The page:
Thursday, April 30, 2009

S&P/Case-Shiller: February 2009 report

The S&P/Case-Shiller Home Price Indices report for February 2009 was released two days ago. Although prices continue to decline, the report says "the pace of the decline in residential real estate prices slowed in February."

"...shows continued broad based declines in the prices of existing single family homes across the United States, with 10 of the 20 metro areas showing record rates of annual decline, and 15 reporting declines in excess of 10% versus February 2008. For the first time in 16 months, however, the annual decline of the 10-City and 20-City composites did not set a new record."

“While the declines in residential real estate continued into February, we witnessed some deceleration in the rate of decline in some of the markets,” says David M. Blitzer, Chairman of the Index Committee at Standard & Poor’s. “All 20 metro areas recorded a monthly decline in February, but 16 of the 20 metro areas saw an improvement in their monthly returns compared to January. Nine of the 20 metro areas showed improvement in their annual returns compared to their returns in January. Furthermore, this is the first month since October 2007 where the 10- and 20-City Composites did not post a record annual decline. We will certainly need a few more months of data before we can determine if home prices are finally turning around.”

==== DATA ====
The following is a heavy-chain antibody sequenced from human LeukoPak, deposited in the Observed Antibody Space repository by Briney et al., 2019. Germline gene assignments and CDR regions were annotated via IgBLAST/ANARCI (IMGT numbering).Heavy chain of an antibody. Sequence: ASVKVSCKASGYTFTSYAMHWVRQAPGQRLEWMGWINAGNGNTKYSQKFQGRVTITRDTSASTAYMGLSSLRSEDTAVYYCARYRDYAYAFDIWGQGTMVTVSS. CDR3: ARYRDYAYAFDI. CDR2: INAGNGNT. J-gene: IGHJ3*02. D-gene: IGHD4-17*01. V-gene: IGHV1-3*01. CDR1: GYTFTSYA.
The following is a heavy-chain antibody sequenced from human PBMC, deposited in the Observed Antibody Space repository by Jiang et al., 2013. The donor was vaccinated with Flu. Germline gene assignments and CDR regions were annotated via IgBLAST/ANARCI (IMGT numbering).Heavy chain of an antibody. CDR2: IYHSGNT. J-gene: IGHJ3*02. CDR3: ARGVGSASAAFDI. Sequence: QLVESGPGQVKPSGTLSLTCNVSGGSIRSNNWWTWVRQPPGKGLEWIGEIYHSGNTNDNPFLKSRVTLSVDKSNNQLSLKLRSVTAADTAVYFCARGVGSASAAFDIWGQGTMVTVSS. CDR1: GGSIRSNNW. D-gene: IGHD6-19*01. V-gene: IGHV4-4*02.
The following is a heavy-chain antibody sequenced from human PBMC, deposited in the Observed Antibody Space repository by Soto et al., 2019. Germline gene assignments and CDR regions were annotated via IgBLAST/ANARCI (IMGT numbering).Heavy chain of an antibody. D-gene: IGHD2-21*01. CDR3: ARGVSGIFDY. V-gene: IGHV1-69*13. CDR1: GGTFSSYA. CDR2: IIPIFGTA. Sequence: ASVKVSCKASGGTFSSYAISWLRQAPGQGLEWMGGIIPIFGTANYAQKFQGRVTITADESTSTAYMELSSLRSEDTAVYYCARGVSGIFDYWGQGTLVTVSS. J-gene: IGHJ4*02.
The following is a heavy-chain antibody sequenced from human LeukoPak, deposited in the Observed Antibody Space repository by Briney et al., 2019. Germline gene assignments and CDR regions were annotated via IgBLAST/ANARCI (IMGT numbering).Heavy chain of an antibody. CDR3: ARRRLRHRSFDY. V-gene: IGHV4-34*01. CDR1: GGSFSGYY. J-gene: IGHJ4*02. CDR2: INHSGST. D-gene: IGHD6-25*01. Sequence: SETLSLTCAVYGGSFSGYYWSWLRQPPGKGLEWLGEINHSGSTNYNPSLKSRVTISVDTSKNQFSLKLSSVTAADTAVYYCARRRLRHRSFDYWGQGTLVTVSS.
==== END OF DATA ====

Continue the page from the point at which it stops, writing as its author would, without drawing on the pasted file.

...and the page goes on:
Unfortunately, the DC area's market was not one of the 16 metro areas showing improvement in monthly returns. YoY, prices fell 19.19% and, from January to February, prices declined 2.3%. The DC area's home price index is close to that of February 2004.

The charts below reflect home price data for the Washington, DC MSA.



6 comments:

massysett said...

"Unfortunately"? Dropping prices are not unfortunate if you are a renter looking to buy.

Keith said...

Masseyset:

I hear you.

IBC said...

Who cares about Case-Shiller's "DC area market"? I thought this blog was supposed to be about DC Home and Condo Prices. :)

Meanwhile Capitol Hill is like an impervious zone--haven't seen any price drops, and everything with a roof sells in a month. Crazy.

Anon412 said...

Uh, ibc, are you sure about that? Maybe you're looking in a different part of the Hill, but these stats for zip code 20003 seem to show the opposite:

http://www.redfin.com/zipcode/20003

IBC said...

You know, it's really strange. I don't know if it's run-down foreclosures, soft-spots in the further reaches of Capitol Hill, or what, but I rarely see any decent house on the market for more than a month or so.

The row house across the street just sold for 20% more than it was purchased two years ago, and talking to several couples who've either just bought, or are hoping to buy on the Hill, there are still biding wars going on.

Maybe that's just in the $400-600k range. I'm open to the possibility I'm blinkered by wishful thinking, but it sure doesn't seem that way.

Keith said...

It's possible that it's price point sensitive.